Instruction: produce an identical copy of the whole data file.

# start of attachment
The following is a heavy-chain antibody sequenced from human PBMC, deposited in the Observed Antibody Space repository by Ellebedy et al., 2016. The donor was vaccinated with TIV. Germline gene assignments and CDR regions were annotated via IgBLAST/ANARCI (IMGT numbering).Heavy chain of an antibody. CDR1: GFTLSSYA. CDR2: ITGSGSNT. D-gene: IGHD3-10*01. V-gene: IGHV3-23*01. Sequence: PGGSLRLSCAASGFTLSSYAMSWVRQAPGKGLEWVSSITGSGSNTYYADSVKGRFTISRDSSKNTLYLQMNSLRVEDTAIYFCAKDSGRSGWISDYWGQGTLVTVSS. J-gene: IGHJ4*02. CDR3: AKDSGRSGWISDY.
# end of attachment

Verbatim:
The following is a heavy-chain antibody sequenced from human PBMC, deposited in the Observed Antibody Space repository by Ellebedy et al., 2016. The donor was vaccinated with TIV. Germline gene assignments and CDR regions were annotated via IgBLAST/ANARCI (IMGT numbering).Heavy chain of an antibody. CDR1: GFTLSSYA. CDR2: ITGSGSNT. D-gene: IGHD3-10*01. V-gene: IGHV3-23*01. Sequence: PGGSLRLSCAASGFTLSSYAMSWVRQAPGKGLEWVSSITGSGSNTYYADSVKGRFTISRDSSKNTLYLQMNSLRVEDTAIYFCAKDSGRSGWISDYWGQGTLVTVSS. J-gene: IGHJ4*02. CDR3: AKDSGRSGWISDY.